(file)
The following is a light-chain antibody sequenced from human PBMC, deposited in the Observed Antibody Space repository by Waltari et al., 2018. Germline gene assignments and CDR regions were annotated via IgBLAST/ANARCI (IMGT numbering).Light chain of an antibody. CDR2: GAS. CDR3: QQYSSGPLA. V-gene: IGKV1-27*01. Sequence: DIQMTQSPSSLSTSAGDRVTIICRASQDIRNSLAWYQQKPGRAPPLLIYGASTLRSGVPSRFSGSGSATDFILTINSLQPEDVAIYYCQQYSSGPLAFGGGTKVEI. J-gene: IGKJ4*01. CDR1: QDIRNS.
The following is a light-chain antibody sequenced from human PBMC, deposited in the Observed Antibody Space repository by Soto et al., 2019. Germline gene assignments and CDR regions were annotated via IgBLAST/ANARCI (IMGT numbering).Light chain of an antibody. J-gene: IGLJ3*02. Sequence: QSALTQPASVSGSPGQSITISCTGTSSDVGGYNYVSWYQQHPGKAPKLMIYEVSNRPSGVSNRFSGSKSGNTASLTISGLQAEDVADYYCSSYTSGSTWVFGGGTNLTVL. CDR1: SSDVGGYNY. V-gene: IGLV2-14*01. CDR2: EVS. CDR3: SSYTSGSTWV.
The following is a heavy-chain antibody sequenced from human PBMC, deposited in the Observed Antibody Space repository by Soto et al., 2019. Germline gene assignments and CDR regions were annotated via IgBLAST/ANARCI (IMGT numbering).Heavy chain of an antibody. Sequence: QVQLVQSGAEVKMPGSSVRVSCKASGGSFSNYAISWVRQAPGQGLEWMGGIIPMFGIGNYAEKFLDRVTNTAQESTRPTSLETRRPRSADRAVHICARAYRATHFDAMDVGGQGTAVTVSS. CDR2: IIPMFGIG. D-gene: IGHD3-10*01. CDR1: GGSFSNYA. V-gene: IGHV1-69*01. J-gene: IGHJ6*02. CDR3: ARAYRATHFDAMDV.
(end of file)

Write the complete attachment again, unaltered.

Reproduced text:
The following is a light-chain antibody sequenced from human PBMC, deposited in the Observed Antibody Space repository by Waltari et al., 2018. Germline gene assignments and CDR regions were annotated via IgBLAST/ANARCI (IMGT numbering).Light chain of an antibody. CDR2: GAS. CDR3: QQYSSGPLA. V-gene: IGKV1-27*01. Sequence: DIQMTQSPSSLSTSAGDRVTIICRASQDIRNSLAWYQQKPGRAPPLLIYGASTLRSGVPSRFSGSGSATDFILTINSLQPEDVAIYYCQQYSSGPLAFGGGTKVEI. J-gene: IGKJ4*01. CDR1: QDIRNS.
The following is a light-chain antibody sequenced from human PBMC, deposited in the Observed Antibody Space repository by Soto et al., 2019. Germline gene assignments and CDR regions were annotated via IgBLAST/ANARCI (IMGT numbering).Light chain of an antibody. J-gene: IGLJ3*02. Sequence: QSALTQPASVSGSPGQSITISCTGTSSDVGGYNYVSWYQQHPGKAPKLMIYEVSNRPSGVSNRFSGSKSGNTASLTISGLQAEDVADYYCSSYTSGSTWVFGGGTNLTVL. CDR1: SSDVGGYNY. V-gene: IGLV2-14*01. CDR2: EVS. CDR3: SSYTSGSTWV.
The following is a heavy-chain antibody sequenced from human PBMC, deposited in the Observed Antibody Space repository by Soto et al., 2019. Germline gene assignments and CDR regions were annotated via IgBLAST/ANARCI (IMGT numbering).Heavy chain of an antibody. Sequence: QVQLVQSGAEVKMPGSSVRVSCKASGGSFSNYAISWVRQAPGQGLEWMGGIIPMFGIGNYAEKFLDRVTNTAQESTRPTSLETRRPRSADRAVHICARAYRATHFDAMDVGGQGTAVTVSS. CDR2: IIPMFGIG. D-gene: IGHD3-10*01. CDR1: GGSFSNYA. V-gene: IGHV1-69*01. J-gene: IGHJ6*02. CDR3: ARAYRATHFDAMDV.